All the hype is coming from a trend researchers labeled "skilled-biased technological change". This trend, they argue, is being fueled by the increased diffusion of ICT across economic sectors combined with changes at the organizational level. This techno organizational changes are increasing the complexity of jobs, and thus, placing new demands in workers skills. Under this framework, low-skilled workers are in danger of been "crowded-out" of the labor market or trapped in dead end and low wage jobs since they do not have the skills required to perform under this new workplace environment*.
The penetration of ICT in a variety of economic activities is not only cutting across sectors, but also, across different types of jobs. Once, those basic ICT skills commonly assumed to be an entry ticket for getting a job in IT-intensive industries today they are becoming increasingly important for traditional sectors such as agriculture, construction, micro-entrepreneurship, to name a few. This trend is not only visible across sectors, but also across business hierarchies and different types of job positions. In many countries, particularly developed but increasingly in developing ones, ICT-related occupations represent twenty to thirty percent of the total national employment share with ICT specialists accounting for three to four percent, and jobs requiring basic ICT skills accounting for the rest**.
In addition to ICT, there are different skills required for the labor market today. Communication skills, team work, collaboration, critical thinking, decision-making, social skills, are among the skills most often mentioned by employers. However, in this basket of skills ICT skills play a unique role and it is worth discussing. ICT skills are not only valuable as a skills on their own right - you know the basics of how to operate a computer, some software, and perhaps some office applications - but also as catalyst to improve or further develop the other skills mentioned above.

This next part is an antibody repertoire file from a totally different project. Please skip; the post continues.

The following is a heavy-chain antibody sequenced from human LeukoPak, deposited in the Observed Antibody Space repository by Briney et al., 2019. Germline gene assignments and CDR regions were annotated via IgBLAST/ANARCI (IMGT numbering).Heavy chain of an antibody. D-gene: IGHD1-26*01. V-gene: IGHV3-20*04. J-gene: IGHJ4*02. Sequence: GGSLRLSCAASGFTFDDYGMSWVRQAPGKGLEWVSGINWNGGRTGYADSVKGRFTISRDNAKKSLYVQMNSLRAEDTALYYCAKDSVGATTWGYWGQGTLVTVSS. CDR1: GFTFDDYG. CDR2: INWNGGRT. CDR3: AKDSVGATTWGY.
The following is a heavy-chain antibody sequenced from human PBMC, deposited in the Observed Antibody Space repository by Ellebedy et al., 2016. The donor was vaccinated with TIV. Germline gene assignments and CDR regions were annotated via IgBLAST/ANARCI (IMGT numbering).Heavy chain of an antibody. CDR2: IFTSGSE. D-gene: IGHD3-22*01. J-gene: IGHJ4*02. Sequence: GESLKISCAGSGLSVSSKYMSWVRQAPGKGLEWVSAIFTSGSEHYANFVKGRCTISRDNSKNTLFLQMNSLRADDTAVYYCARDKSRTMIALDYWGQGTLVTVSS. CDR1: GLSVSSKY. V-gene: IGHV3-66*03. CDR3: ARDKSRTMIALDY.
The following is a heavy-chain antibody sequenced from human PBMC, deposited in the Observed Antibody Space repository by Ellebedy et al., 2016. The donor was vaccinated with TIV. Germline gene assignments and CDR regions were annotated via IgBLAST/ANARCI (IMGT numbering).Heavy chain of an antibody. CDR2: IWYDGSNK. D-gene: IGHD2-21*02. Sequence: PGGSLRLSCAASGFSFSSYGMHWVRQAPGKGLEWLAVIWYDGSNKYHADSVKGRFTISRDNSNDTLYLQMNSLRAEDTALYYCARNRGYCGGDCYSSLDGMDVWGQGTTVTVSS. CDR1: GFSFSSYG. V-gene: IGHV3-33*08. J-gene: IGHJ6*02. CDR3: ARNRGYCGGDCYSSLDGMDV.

Are ICT skills more important than the other skills? It really depends on the job requirements, depends on how basic are the computer skills of the individual, and depends on who do you compete with when looking for a job. So, ICT skills are one among many skills that is clear! Are basic ICT skills relevant for employability? Absolutely but we can't isolate the contribution of these skills from other confounding factors that determine the ability of a person to find a job. Previous job experience, portability of your skill-set, demands for your skill-set in the labor market, the availability of affordable training to improve your skill-set, personal context, all play a role. But it is futile to try to paint a fully comprehensive picture of what helped an individual to find a job. Too many variables and very difficult to generalize.
A more valuable intellectual exercise is to eat the pie piece by piece with the caveats that this approach may generate. So we start with the first piece of pie: ICT skills training and employment. Employment (binary, you are employed or unemployed) is not the same as Employability (a process)
* See for further elaboration: de Grip & Zwick (2005) "The employability of low-skilled workers in the knowledge economy"
** See OECD Information Technology Report (2006)